In August, my daughter just disappeared into herself. No emotion, no fear, no anger, just a bare existence. Didn’t talk to anyone. She must have been in a lot of physical pain too but nothing registered across her face or emotions. Finally in mid August her medical obs failed. Her weight, temp and heart rate were low enough to cause her harm, and her blood pressure was dropping significantly. Finally we could get into hospital to save her. She barely raised a whimper when she was taken for admission. She seemed to be more content to go into hospital despite what that may bring, rather than she or us trying to save her. Her weight was now about significantly underweight, her temp was down to almost 35 and her heart rate in the daytime was in the low 40’s. In hospital we discover her night heart rate was getting down to 38 or lower. There were no beds in ICU so the children’s ward monitored her in their intensive care bed, pumped her with electrolytes, potassium, fluid, and didn’t give her a choice of eating by mouth, it was too late. Sophie was given a NG feed and a list of rules to abide by so she wouldn’t use any energy she didn’t need to.

For the next 8 weeks this where she stayed. The hospital experience didn’t heal the anorexia, it didn’t make her decide to recover. It just saved her medically. She collected a team to work with her once she left hospital. The anorexia changed and adapted to the new circumstances. It developed a rigid diet that Sophie would only eat for the next year. It developed new coping patterns, become physically and verbally aggressive. It controlled Sophie entirely, barely let my daughter come out and be seen. We had a brief month after hospital when Sophie was happy and seemed to be on the mend. Then the anorexia took over and buried her again. In 6 months she was back in hospital for another 9 weeks. And after 4 months back in hospital again for another week. This was her turning point, when she decided enough was enough and it was time to fight back. In her own words, it was like living in a horrible nightmare and she did not want to keep living that anymore.

From a treatment point of view, we used a very broken down form of the Maudsley Approach. FBT didn’t work great for our family dynamics and Sophie could not move from her safe foods. She ate the amount given, very very occasionally tried a new food but that was as far as we could get her. I prepared all foods and kept her out of the kitchen. After the 3 hospital admission, this is when she finally decided to widen her diet. It took a couple of years though to slowly introduce new foods and get her to be able to eat them regularly. Now she can intuitively eat or be flexible in her eating habits. It takes getting to full recovery to achieve this step though.

She had a team of five that were her support/medical team outside of hospital. It was after second admission that this team with the new dietitian really began to strongly hold Sophie and support her. She learned that they would not let her fall and would follow her to the end to keep her safe. We had a paediatrician, GP, psychiatrist, psychologist and dietitian. Each one as important as the other and all working together and in constant contact. The psychiatrist was the over arching lead.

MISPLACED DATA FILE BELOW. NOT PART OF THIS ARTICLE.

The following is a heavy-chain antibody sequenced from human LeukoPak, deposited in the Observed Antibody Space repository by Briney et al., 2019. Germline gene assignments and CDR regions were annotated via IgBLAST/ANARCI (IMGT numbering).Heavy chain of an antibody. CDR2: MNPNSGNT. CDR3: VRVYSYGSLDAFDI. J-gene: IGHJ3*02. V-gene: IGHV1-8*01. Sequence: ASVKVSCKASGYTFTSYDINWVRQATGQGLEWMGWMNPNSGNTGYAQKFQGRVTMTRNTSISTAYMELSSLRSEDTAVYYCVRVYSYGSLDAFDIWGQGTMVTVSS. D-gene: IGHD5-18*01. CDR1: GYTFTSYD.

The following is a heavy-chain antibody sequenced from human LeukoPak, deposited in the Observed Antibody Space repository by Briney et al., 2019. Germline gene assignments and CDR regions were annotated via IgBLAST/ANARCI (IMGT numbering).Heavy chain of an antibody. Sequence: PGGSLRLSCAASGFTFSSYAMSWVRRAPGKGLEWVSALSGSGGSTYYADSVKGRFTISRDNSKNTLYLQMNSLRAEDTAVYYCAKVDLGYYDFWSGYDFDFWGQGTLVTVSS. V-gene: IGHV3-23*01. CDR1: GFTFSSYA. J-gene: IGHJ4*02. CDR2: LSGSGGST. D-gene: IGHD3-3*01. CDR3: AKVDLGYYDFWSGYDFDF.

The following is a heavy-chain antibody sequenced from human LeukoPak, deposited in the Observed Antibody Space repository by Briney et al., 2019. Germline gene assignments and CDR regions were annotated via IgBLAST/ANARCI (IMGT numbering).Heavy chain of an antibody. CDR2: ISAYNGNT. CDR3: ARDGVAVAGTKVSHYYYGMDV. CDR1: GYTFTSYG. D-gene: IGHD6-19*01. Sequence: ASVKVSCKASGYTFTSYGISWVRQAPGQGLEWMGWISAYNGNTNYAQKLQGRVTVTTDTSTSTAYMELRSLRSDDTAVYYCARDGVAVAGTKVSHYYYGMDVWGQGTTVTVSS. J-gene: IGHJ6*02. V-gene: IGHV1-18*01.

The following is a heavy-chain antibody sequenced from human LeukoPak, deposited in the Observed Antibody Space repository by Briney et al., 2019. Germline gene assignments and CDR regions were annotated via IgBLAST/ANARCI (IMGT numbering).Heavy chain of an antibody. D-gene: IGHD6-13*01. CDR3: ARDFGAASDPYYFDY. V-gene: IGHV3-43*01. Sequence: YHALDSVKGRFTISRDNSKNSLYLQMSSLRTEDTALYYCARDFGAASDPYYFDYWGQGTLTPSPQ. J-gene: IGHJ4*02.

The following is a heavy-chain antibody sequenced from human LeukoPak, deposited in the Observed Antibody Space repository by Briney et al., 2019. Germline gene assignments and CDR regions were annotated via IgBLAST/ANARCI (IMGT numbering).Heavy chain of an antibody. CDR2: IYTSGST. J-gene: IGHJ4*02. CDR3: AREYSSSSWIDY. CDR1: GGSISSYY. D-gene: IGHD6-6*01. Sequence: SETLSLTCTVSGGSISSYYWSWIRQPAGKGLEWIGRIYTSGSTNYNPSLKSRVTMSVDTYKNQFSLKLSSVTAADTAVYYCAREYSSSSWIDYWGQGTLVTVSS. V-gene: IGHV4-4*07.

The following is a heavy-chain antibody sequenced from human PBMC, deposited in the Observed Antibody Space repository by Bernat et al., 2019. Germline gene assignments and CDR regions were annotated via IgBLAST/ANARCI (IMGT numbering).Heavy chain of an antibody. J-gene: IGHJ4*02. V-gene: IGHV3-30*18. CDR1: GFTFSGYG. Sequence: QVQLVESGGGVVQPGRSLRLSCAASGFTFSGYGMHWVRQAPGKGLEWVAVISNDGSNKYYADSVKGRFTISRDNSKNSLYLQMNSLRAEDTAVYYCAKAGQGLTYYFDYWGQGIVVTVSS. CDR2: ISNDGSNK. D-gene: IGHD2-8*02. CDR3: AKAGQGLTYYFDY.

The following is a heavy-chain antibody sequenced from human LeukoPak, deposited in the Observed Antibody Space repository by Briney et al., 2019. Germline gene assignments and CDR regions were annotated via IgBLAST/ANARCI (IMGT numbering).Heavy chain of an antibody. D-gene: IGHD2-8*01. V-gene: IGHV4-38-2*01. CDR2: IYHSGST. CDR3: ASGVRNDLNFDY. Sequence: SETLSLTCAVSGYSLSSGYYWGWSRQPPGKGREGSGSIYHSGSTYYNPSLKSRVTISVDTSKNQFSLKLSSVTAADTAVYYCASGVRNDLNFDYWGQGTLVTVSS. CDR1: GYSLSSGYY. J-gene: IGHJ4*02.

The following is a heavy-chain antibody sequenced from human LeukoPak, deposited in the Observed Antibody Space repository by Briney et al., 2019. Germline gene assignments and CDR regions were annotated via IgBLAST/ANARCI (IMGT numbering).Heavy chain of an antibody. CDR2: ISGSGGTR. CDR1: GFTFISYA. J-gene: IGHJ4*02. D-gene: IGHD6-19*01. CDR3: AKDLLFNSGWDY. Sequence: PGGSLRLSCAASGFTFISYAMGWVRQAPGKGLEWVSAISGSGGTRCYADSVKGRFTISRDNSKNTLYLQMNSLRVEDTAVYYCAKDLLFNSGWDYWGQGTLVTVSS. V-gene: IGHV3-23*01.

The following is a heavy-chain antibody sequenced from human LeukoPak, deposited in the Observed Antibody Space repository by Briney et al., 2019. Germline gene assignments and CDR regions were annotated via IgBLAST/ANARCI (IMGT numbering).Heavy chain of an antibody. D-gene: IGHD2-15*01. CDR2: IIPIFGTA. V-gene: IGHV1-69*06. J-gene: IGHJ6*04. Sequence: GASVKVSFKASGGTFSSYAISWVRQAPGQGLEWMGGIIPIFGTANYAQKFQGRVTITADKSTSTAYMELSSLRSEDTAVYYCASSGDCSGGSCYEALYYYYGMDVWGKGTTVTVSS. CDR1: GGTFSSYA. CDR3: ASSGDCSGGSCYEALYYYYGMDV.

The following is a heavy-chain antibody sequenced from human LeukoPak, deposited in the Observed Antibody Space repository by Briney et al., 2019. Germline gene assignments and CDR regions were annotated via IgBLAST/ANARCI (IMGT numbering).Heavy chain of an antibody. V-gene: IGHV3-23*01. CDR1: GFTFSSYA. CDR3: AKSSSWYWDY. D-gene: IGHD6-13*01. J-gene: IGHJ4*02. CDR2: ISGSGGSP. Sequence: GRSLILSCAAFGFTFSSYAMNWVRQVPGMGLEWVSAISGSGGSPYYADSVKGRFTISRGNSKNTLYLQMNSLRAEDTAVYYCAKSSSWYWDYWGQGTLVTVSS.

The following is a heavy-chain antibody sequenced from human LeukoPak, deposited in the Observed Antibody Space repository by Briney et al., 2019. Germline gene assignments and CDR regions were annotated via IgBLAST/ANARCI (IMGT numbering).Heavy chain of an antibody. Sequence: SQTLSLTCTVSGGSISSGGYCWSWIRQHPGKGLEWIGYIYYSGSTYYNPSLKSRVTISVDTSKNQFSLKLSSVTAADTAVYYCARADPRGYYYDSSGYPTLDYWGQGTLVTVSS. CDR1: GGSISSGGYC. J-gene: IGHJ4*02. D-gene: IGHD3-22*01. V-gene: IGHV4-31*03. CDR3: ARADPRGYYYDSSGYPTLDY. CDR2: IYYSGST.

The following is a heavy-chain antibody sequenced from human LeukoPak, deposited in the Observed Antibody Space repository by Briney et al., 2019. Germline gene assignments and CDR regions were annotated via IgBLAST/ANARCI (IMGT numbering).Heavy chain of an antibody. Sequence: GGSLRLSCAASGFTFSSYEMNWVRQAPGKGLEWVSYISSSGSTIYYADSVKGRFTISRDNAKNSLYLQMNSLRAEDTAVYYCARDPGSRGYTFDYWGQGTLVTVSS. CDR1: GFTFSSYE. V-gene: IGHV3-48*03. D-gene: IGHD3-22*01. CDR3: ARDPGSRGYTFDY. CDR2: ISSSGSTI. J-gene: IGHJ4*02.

From a family point of view, we all lived and had anorexia too. It is never just the person who has the illness that suffers. You all do. Our job was to get her to treatment, support her and to learn how the environment around Sophie was affecting her and what needed to change. We had to learn ourselves how to survive the stresses (hell) of the eating disorder, how to relate to it and to work against it. We had to treat our daughter on the front-line of combat to keep her safe and alive, until she was ready and able to take over the task herself and to always, always stay alert. It is still a learning curve, each phase of recovery requires new knowledge and understanding of just how an eating disorder lives, breathes and constantly re-adapts itself so it can survive.

It took her 5.5 years from start to finish to be pronounced fully recovered. The hope is this that recovery is real and attainable. But it’s not easy and treatment and support matter a great deal in this journey. Early diagnosis and intervention are critical, sticking with therapy long after weight is gained, being aware and putting in safe guards around daily life and routines are all key points for success. Learning what other comorbids and illness you may have also affect the journey to recover and how to stay recovered. Anxiety, OCD, depression, along with high functioning aspergers are my daughter’s lot in life. Learning to manage these successfully means slipping back into anorexia is avoided.

One day I hope my daughter will talk about it and understand what led her there and why. For now she is still blocking that part and doesn’t want to share her journey with anyone. It is still too raw, too frightening, too close.

No comments :

Post a Comment